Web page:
Beyond a Band-Aid Approach to Poverty

Photo by Joel Muniz on Unsplash

In an interview with the Washington Post, Monsignor John Enzler, the CEO of Catholic Charities of the Archdiocese of Washington for the last 12 years, says:

At Catholic Charities, we have taken a different tact in the last six or seven years, which is: We want to not just feed people but to find a way to make sure hunger isn’t a problem. Not just get them off the streets, but find a place they can actually live. That’s changing. We used to do a lot of Band-Aids; now we’re doing more surgery. Band-Aids are food, a coat, shelter for the night. Surgery is helping them to move from poverty to sustainability. Let’s get them a house, a job, a place to live and move into….

Institutions across the country — not just the church, all kinds — are not seen in great favor. And the church, because of some things that happened, has received and deserves some of that. We’ve made our own bed. The work of social justice and taking care of people is the key issue of bringing people back to their own involvement.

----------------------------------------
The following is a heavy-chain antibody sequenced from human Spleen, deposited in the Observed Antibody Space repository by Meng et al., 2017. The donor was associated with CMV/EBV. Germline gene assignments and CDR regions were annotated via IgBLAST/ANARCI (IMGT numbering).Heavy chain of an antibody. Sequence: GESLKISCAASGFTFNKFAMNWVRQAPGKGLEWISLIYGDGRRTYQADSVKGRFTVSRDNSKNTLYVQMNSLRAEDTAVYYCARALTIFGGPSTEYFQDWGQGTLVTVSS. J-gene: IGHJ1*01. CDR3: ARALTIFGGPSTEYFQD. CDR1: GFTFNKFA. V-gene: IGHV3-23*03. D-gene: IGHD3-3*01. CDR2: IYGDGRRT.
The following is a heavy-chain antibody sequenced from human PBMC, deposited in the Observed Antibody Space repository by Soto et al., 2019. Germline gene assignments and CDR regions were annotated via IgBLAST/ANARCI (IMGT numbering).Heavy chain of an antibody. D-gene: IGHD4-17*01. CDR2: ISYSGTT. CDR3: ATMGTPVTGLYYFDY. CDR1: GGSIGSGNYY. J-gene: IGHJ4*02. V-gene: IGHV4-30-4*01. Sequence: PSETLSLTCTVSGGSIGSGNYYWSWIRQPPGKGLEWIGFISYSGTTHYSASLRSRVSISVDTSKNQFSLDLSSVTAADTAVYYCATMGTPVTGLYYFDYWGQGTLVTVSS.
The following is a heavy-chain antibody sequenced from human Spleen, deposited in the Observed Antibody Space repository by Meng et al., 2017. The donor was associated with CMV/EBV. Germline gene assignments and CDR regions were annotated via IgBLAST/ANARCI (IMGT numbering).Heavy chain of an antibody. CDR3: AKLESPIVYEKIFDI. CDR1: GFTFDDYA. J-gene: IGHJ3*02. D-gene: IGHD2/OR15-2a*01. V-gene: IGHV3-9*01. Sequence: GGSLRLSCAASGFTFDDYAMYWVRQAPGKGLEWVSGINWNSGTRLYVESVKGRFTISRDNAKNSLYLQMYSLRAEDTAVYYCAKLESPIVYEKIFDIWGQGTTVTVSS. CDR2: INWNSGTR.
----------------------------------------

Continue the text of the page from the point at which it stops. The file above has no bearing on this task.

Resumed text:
It won’t be sermons in church that does it; it will be getting them involved in helping people and have their hearts moved that they’re doing something valuable, not so much religiously but just goodness and service, servant leadership that can become for many people a faith journey. It used to start with the sermon in the church. Now it’s the other way around.

As Pope Francis said: Go into the streets. Have people find, frankly, the presence of God in their life. Find that, and then they may find their faith. That’s my belief. They experience God, and there’s: “I don’t like that big institution of the church, but I do feel proud of being part of a group that’s doing a lot of good.”